All the way back in May (I could turn this into a poem now, but I shan't. I can already hear your sighs of relief) I posted a series of three posts, each suggesting ideas that I would recommend to paramedics new and old, but particularly new. The first, which I suppose is much more London-specific, was to join the BETS team, the second was about learning to read maps and not rely on GPS, and the third was about not only learning, but teaching.
This is the fourth of my suggested ideas.
Yesterday, I had to take yet another driving test. It was my tenth driving test. Considering I have never failed a test, it's a little confusing, but still, experience is always invaluable. The driving test involved three hopeful applicants, one driving examiner, and a specially modified ambulance with dual controls.
You'll be pleased to know that I passed. We each took it in turns, and just like the other two, I had my 20, perhaps 25 minutes where I drove around the busy streets of one of the towns in central Israel, avoided the obstacles, navigated the narrow streets, slowed down for the speed bumps, stopped at red traffic lights, managed not to hit any pedestrians (apparently that's fairly frowned upon, as we were reminded at the start of the test) and talked to the examiner about life as a paramedic in London. It all seemed too easy and for the hour we had to wait between the test and calling back for the results, I fretted a little.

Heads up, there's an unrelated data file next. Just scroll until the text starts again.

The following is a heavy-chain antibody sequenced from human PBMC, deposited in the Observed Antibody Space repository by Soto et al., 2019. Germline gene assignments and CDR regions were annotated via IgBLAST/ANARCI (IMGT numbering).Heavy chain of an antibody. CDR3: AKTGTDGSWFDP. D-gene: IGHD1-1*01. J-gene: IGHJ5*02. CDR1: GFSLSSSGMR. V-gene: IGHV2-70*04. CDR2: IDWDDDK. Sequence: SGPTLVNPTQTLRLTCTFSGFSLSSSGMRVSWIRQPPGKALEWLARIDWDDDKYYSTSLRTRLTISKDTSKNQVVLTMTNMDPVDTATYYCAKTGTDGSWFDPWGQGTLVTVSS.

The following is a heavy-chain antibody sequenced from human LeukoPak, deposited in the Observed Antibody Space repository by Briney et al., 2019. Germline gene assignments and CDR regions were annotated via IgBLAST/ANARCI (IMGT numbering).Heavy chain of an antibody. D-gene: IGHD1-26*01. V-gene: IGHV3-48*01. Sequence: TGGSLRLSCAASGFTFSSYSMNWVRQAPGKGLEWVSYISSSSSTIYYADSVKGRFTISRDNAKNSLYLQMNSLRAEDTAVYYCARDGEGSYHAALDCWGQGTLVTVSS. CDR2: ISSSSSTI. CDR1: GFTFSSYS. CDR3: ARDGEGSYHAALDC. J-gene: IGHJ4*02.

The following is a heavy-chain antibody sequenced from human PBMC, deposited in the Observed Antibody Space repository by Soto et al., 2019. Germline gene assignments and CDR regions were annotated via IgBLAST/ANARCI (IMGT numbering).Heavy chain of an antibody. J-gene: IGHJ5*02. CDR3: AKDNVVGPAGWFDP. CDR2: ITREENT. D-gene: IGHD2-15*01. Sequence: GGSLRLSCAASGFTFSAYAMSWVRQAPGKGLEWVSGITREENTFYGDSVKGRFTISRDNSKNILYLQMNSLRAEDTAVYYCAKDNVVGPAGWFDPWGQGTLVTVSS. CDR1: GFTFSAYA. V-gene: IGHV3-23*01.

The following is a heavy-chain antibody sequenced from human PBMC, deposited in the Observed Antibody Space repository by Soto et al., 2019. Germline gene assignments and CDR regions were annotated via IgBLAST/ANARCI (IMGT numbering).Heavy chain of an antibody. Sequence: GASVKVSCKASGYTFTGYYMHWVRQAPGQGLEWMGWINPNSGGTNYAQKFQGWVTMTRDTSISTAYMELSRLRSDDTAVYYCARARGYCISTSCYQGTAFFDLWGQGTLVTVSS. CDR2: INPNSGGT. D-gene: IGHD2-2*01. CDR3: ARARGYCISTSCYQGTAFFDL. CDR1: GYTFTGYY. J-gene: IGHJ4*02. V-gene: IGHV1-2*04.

Although, to be honest, I was more concerned for one of the others.
No one seemed to tell her that equally as important as not hitting pedestrians, particularly on your ambulance driving test, is not driving on the wrong side of the road.